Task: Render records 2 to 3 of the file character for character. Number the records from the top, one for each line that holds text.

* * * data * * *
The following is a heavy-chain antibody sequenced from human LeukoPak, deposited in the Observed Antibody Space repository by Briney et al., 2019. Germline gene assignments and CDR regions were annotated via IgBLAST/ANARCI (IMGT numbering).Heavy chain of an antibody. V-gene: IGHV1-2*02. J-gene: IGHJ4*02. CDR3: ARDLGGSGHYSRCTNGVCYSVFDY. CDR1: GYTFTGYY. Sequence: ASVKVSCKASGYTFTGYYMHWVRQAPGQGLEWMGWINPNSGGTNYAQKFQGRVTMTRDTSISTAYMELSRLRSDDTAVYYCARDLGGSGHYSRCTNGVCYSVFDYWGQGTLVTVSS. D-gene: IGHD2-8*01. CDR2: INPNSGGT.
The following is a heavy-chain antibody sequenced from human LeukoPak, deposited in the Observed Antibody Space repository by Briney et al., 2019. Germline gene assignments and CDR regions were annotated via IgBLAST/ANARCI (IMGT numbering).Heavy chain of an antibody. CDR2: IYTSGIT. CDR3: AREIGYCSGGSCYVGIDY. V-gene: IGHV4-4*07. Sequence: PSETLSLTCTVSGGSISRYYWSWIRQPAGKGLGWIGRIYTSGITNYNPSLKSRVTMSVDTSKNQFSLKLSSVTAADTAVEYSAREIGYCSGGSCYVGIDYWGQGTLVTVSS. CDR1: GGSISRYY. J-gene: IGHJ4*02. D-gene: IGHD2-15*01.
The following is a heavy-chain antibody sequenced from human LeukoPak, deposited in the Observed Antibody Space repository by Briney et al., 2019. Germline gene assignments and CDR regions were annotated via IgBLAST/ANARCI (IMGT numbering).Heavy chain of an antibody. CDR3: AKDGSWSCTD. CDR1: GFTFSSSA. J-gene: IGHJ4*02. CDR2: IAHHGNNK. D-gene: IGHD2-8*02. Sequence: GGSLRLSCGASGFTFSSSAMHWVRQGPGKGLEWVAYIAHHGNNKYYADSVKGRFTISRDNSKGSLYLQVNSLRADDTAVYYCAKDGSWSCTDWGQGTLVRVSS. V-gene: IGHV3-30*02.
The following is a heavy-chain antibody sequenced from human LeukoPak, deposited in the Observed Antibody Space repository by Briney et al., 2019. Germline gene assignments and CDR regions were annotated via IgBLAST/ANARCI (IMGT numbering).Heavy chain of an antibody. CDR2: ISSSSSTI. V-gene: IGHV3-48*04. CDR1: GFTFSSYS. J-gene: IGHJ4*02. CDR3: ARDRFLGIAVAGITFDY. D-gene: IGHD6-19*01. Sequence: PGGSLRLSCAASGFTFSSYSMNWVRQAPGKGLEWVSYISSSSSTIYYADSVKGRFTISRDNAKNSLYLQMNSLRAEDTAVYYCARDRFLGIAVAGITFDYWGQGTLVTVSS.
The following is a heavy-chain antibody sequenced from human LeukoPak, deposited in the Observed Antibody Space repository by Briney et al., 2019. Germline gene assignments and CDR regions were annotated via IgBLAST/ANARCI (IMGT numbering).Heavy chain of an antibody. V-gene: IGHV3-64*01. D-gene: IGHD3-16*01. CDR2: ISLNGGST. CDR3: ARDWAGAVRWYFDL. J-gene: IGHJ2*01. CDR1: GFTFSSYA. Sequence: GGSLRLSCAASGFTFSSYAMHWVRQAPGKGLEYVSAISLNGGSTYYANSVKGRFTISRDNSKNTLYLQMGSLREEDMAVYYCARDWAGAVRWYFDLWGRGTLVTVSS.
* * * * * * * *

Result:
The following is a heavy-chain antibody sequenced from human LeukoPak, deposited in the Observed Antibody Space repository by Briney et al., 2019. Germline gene assignments and CDR regions were annotated via IgBLAST/ANARCI (IMGT numbering).Heavy chain of an antibody. CDR2: IYTSGIT. CDR3: AREIGYCSGGSCYVGIDY. V-gene: IGHV4-4*07. Sequence: PSETLSLTCTVSGGSISRYYWSWIRQPAGKGLGWIGRIYTSGITNYNPSLKSRVTMSVDTSKNQFSLKLSSVTAADTAVEYSAREIGYCSGGSCYVGIDYWGQGTLVTVSS. CDR1: GGSISRYY. J-gene: IGHJ4*02. D-gene: IGHD2-15*01.
The following is a heavy-chain antibody sequenced from human LeukoPak, deposited in the Observed Antibody Space repository by Briney et al., 2019. Germline gene assignments and CDR regions were annotated via IgBLAST/ANARCI (IMGT numbering).Heavy chain of an antibody. CDR3: AKDGSWSCTD. CDR1: GFTFSSSA. J-gene: IGHJ4*02. CDR2: IAHHGNNK. D-gene: IGHD2-8*02. Sequence: GGSLRLSCGASGFTFSSSAMHWVRQGPGKGLEWVAYIAHHGNNKYYADSVKGRFTISRDNSKGSLYLQVNSLRADDTAVYYCAKDGSWSCTDWGQGTLVRVSS. V-gene: IGHV3-30*02.